If you ask me what my favourite song is, I'll tell you it is frog song. Every year I try to find the time and the place (& places are getting harder to come by) to listen to their alien symphonies.
I found this little frog pond last fall and marked it in memory for a return visit in spring.
On April 21, the temperatures were very warm--I would call them hot. The sun bore down from a flat blue sky, there was no shade from the leafless trees and the air was still. When I found what was left of a snow bank, I grabbed handfuls of the stuff to cool myself down. My dog just plunged right in and rolled. Now, that was cute, but she had the same idea when we got to the frog pond and she wallowed like a pig in the black muck. Our noisy invasion put a quick end to the concert, but with time and patience the frogs started up again, first one, then another, like flute and piccollo beginning the warm-up, prior to the main performance. Eventually, after forbidding the dog to re-enter the pond, the frogs went back to the business of romance and I was treated to a rich and varied concert. There were spring peepers, toads trilling, and varieties I can't yet put a name to, including a few noises I swear I've never heard before.
Such moments are fleeting gifts of time to be taken whenever the opportunity arises.
Sighting: York Regional Forest, North Tract, April 21, 2008
Medium: Pencil Crayon on Bristol
Size: 11" x 14"
Tuesday, April 29, 2008
Saturday, April 26, 2008
I saw a fox in the woods the other day. He looked at me; I looked at him, each as startled as the other. For a few seconds he froze, making assessments. I was mesmerized, he was most likely frightened, as I travel with a rather large dog. Prudence prevailed, and the fox leapt away, through the trees, across the hill, down into the valley and out of sight.
How many times, I wonder, have we crossed paths before. I travel the same forest bi-ways, again and again, and never before caught so much as a red-haired glimpse of him. If my dog could talk, she'd tell you a different story. She would say, the fox is here everyday! The fox smells good! Like cats and dogs and things that run! She would say, the fox is everywhere! Over here! Over there! The smell is everywhere! I can say this, because for weeks, months even, I've wondered why, at the edge of the valley, my dog stops and alerts, sniffing the air, ears pricked high, pointing with one foot raised (sometimes a hind leg, she's a shepherd, not a pointer) but always looking a lot more excited than if it was 'just squirrels'. Now I have my answer, and I'll be extra sure she never gets a chance to chase him. After all, we are travelling through the fox's yard and we want to be good guests.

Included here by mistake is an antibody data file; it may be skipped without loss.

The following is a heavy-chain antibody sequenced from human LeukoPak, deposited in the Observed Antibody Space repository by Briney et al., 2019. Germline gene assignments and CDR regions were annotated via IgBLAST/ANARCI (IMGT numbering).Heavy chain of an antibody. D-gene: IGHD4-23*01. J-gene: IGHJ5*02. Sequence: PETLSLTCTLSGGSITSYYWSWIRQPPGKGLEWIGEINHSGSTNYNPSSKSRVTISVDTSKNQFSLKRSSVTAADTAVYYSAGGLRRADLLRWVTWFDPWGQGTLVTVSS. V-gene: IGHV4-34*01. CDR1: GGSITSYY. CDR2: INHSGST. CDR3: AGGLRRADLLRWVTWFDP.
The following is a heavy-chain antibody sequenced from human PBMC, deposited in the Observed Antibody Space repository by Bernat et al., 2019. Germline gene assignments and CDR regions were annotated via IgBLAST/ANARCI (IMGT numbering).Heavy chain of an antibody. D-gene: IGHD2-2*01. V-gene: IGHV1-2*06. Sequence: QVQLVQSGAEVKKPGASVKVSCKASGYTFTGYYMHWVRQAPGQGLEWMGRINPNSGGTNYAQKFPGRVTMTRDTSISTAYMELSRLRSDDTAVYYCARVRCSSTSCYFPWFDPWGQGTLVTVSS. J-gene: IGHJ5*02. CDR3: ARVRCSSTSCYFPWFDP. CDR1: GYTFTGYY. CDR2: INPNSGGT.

Fox sighting: April 22 2008, Hollidge Tract
Pencil on paper, colours added electronically.
Wednesday, April 23, 2008
This is the first trout lily flower of the season (April 22). One of my favourite springtime flowers; I can never decide if I'm more enamored of their mottled brown trout speckled leaves, which shimmer like spun glass up close, or their yellow and russet nodding flowers. They are amazing, but a here today, gone tomorrow phenomenon. I've also seen violets, spring beauties, and bloodroot in bloom.
Spring is a time of rapid transitions. I'm sure me and my pencils can't keep up. I'm taking snapshots as memory aids. Maybe in summer, when days get slow and lazy I'll get around to them.
Friday, April 18, 2008
April 15th, I saw the first butterflies of the year, velvety brown and glowing with sunlight. Glimpses were quick and fleeting, prompting me to resort to a field guide to get any kind of detail beyond cream and brown. Mysteries beyond the blue dot count were resolved--Mourning Cloak butterflies get their jump start on spring by overwintering in cracks and crevasses. Their ability to generate body heat by shivering allows them to creep out of hiding to find a patch of sunlight for further warming.
The round-lobed hepatica performs a similar feat; it's living leaves persist through the winter. Under an insulation of snow, it lies ready and waiting to glean energy from the first shafts of sunlight to reach its leaves in the spring thaw. Taking full advantage, flowers were up and ready by April 14th just a few short days after its first appearance amidst a sea of slush and ice.
Monday, April 14, 2008
There is a brief season before spring arrives, when the snow melt reveals a winters worth of detritus--last years leaves, twigs, dirt and other items best left unsaid. Personally, I call it mud season, and am not particularly fond of this time of transition. But beneath that snow, green things grow, ready and waiting for the first breath of warm air.